I certainly was. And the more articles I read about Austen, the sillier I felt for buying into it in the first place. Because there is no question that I, along with many others, “bought.” I took my beautiful Folio Society edition of Pride and Prejudice out of the box only to discover I have read this comedy of love and money far too often to enjoy it. Godspeed, Elizabeth and Darcy!
Our scholarly blogger friend Ellen Moody wrote at Reveries under the Sign of Austen, Two about the press coverage of the “anniversary hoopla.” She especially admired the articles in the Jane Austen issue of the TLS, and her favorite was “Passages to India,” by Charlotte and Gwendolyn Mitchell, about the identification of a few of Austen’s relatives in a painting by Reynolds.
Amid all the hoopla 200 years on from Jane Austen’s death on July 18, 1817, one essay stands out: Charlotte and Gwendolen Mitchell’s identification of Austen’s aunt, her cousin, and their husband/father and maid in a painting by Reynolds. The essay comes at the end of a series of articles discussing the celebrity status of Austen, recent and older books on her, the films, and fandom (as it’s called) in the July 21, 2017 issue of Times Literary Supplement, a compilation resembling the one I described found in the New York Times Book Review (and doubtless countless others in other magazines, periodicals, websites, blogs, video media), in this case closely as to pages (16). The quality of the articles, the tone, and (by virtue of this essay alone) substance is much better than the NYTimes Book Review. I’ll review these briefly before turning to the pièce de résistance of the set, original research on a painting hanging in a gallery in Berlin.
Ellen’s scholarly article is excellent and I highly recommend it. It was refreshing to read her analysis of this “celebration” of Austen. (Clearly they have run out of anniversaries when they get to the death one!)
But this year the humor eclipsed the scholarly, as far as I was concerned. Ellen was much less keen than I on the lead essay at the TLS by Ian Sansom, “Jane Austen on the Money.” In some ways, Sansom’s amusing essay is an odd choice for the lead article in a scholarly publication. But in other ways it makes perfect sense. The editors must have asked, “What can we do that is different? How can the TLS steal attention from every other British and American publication on the same topic?”
Certainly the TLS essay is witty. Sansom, a mystery writer and a comparative literature professor, read and reread Austen’s books for the first time since he was “at university.” He hilariously muses on his reactions to the books–Emma is his favorite–as well as writing about Austen’s obsession with money and the Austen industry. He is well-organized, and a good storyteller.
Like Ellen, I did feel slightly taken aback that the essay was written by someone who is not an Austen enthusiast. (Perhaps it was Sansom’s idea in the first place, though.) But I thoroughly enjoyed it, because he is clearly a professional writer. After reading so many serious Austen reviews and articles, I was happy to have a chance to laugh. The only other writer as witty as Sansom is the novelist Emma Straub at The Washington Post on her favorite book, Emma. Coincidentally, Sansom, Straub, and I are all mad about Emma.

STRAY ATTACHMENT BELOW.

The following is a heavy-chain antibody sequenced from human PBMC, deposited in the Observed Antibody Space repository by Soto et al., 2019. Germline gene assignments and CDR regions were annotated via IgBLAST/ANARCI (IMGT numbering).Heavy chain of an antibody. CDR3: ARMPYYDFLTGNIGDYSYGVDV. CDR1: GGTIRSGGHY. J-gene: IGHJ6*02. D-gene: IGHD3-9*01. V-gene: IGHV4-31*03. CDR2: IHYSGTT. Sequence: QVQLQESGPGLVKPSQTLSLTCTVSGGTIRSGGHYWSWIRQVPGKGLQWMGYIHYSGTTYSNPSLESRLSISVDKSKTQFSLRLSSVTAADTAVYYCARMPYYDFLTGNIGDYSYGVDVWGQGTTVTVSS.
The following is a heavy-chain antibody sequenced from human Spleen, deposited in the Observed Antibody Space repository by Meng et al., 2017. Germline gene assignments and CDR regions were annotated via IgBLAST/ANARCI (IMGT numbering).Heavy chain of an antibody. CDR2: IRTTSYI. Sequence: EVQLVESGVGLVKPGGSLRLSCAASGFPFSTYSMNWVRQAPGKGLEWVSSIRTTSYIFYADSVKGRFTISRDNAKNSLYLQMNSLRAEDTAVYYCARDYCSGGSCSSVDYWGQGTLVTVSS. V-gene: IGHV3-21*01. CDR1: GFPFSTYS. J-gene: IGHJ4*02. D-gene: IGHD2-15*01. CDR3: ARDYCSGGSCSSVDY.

Although I am a blogger and read many thoughtful Austen blogs, I must admit I laughed at the following.
These days it might be possible for someone to spend their entire time studying and thinking about the many blogs and social media posts devoted to Austen without ever having to study or think about Austen herself – indeed, some PhD student at Poppleton is doubtless doing so even now. So, tweet me. “Jane Austen” has become a signifier of such high semiotic intensity, possessing such incredible power both within and outside the academy that it has finally become the ultimate fiction: money. As if she weren’t already ubiquitous enough, you can now find Jane lurking in your pocket, on the £10 note, and also on commemorative £2 coins. When the new £5 notes were recently released, a small number were engraved with a special Austen micro-portrait, making each fiver, according to the Daily Mail, and my mother, worth approximately £50,000. Thus, men and women up and down the land were finally reduced to searching for Jane Austen with a magnifying glass.
Oh, no, more indecipherable English money!
And in Straub’s essay at the Washington Post, “Is it too late to read your first Jane Austen novel?” she describes her joy when a customer at her bookstore comes up to the register with a copy of Emma. Straub adds, “…and one of my chattiest, most wonderful booksellers yelped, ‘This is my favorite book!’ which I happily seconded.”
I don’t often admit that “Emma” is one of my favorite books because it’s sort of embarrassing to love a book named for a character whose name you share — especially because Emma Woodhouse is thought of so dismissively within the Austen canon. Elizabeth Bennet she’s not. On the face of it, “Emma” is a novel about a bored rich girl with too much time on her hands, and yet it was the final paragraph of “Emma” that my husband and I typed by hand over and over again and set at each guest’s table setting at our tiny wedding. It’s Jane Austen’s mix of irony and satire and true generosity to her characters that makes Emma Woodhouse so charming, and what makes the book so pleasurable to read.
So on both sides of the pond you can find some humorous essays of interest , if you so inclined. And, by the way, you can order a special book collection of the TLS articles on Jane Austen.
Between bloggers and professional writers, I have made a long TBR of Austen books. At the moment I am reading Lucy Worsely’s Austen at Home, one of the most enjoyable books I’ve read on Austen this year. Thanks to Nicola at Vintage Reads for recommending it!